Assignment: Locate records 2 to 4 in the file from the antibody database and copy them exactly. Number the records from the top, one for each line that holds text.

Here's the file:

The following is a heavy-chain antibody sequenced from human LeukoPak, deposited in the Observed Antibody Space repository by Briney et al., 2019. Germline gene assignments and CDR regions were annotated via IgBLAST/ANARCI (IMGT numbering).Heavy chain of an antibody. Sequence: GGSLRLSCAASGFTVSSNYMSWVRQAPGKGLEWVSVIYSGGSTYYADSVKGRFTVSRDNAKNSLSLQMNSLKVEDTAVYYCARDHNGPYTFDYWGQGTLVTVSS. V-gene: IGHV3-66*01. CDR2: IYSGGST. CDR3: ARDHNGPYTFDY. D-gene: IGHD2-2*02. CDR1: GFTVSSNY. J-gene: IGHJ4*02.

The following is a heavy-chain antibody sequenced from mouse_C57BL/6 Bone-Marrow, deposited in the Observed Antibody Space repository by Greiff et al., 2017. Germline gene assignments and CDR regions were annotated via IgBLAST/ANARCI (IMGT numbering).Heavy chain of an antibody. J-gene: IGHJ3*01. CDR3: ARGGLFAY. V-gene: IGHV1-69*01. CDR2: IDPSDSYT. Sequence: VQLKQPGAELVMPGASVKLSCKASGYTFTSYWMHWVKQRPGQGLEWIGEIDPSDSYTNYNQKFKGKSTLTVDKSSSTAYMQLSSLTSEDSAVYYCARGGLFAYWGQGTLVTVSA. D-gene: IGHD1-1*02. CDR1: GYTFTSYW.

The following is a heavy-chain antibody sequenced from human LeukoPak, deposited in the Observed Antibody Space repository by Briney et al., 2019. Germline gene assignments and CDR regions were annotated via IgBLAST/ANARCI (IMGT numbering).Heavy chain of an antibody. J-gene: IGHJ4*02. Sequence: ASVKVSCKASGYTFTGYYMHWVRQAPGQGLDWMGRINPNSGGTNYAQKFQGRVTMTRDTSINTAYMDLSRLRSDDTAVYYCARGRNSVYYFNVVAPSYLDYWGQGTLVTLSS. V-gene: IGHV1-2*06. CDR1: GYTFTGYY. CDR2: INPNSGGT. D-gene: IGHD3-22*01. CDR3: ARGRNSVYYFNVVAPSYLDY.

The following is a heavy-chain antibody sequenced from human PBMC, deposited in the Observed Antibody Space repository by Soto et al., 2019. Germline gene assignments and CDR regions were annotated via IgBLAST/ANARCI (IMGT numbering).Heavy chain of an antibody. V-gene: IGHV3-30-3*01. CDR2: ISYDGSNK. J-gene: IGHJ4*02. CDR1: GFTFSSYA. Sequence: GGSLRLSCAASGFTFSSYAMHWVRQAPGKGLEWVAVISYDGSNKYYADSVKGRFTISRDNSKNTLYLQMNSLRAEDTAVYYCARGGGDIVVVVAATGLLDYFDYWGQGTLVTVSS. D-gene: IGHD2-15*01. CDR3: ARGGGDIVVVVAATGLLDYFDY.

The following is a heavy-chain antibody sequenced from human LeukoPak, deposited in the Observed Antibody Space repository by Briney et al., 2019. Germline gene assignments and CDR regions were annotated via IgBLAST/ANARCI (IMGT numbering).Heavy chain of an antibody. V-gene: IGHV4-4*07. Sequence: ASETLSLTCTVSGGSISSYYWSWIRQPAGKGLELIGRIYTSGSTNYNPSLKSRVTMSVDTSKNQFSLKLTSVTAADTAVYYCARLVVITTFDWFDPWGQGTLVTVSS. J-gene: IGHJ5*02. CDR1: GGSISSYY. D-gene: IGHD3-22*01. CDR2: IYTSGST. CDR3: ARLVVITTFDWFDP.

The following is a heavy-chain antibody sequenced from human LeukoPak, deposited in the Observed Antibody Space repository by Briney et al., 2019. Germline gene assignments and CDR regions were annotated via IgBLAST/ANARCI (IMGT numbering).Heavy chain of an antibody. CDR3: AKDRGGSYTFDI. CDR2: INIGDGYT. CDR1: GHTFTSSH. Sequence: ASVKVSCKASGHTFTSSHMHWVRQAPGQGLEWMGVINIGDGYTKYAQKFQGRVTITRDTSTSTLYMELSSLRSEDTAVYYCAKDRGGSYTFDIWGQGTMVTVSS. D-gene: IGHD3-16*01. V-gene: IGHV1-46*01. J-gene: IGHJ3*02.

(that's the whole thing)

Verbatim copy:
The following is a heavy-chain antibody sequenced from mouse_C57BL/6 Bone-Marrow, deposited in the Observed Antibody Space repository by Greiff et al., 2017. Germline gene assignments and CDR regions were annotated via IgBLAST/ANARCI (IMGT numbering).Heavy chain of an antibody. J-gene: IGHJ3*01. CDR3: ARGGLFAY. V-gene: IGHV1-69*01. CDR2: IDPSDSYT. Sequence: VQLKQPGAELVMPGASVKLSCKASGYTFTSYWMHWVKQRPGQGLEWIGEIDPSDSYTNYNQKFKGKSTLTVDKSSSTAYMQLSSLTSEDSAVYYCARGGLFAYWGQGTLVTVSA. D-gene: IGHD1-1*02. CDR1: GYTFTSYW.

The following is a heavy-chain antibody sequenced from human LeukoPak, deposited in the Observed Antibody Space repository by Briney et al., 2019. Germline gene assignments and CDR regions were annotated via IgBLAST/ANARCI (IMGT numbering).Heavy chain of an antibody. J-gene: IGHJ4*02. Sequence: ASVKVSCKASGYTFTGYYMHWVRQAPGQGLDWMGRINPNSGGTNYAQKFQGRVTMTRDTSINTAYMDLSRLRSDDTAVYYCARGRNSVYYFNVVAPSYLDYWGQGTLVTLSS. V-gene: IGHV1-2*06. CDR1: GYTFTGYY. CDR2: INPNSGGT. D-gene: IGHD3-22*01. CDR3: ARGRNSVYYFNVVAPSYLDY.

The following is a heavy-chain antibody sequenced from human PBMC, deposited in the Observed Antibody Space repository by Soto et al., 2019. Germline gene assignments and CDR regions were annotated via IgBLAST/ANARCI (IMGT numbering).Heavy chain of an antibody. V-gene: IGHV3-30-3*01. CDR2: ISYDGSNK. J-gene: IGHJ4*02. CDR1: GFTFSSYA. Sequence: GGSLRLSCAASGFTFSSYAMHWVRQAPGKGLEWVAVISYDGSNKYYADSVKGRFTISRDNSKNTLYLQMNSLRAEDTAVYYCARGGGDIVVVVAATGLLDYFDYWGQGTLVTVSS. D-gene: IGHD2-15*01. CDR3: ARGGGDIVVVVAATGLLDYFDY.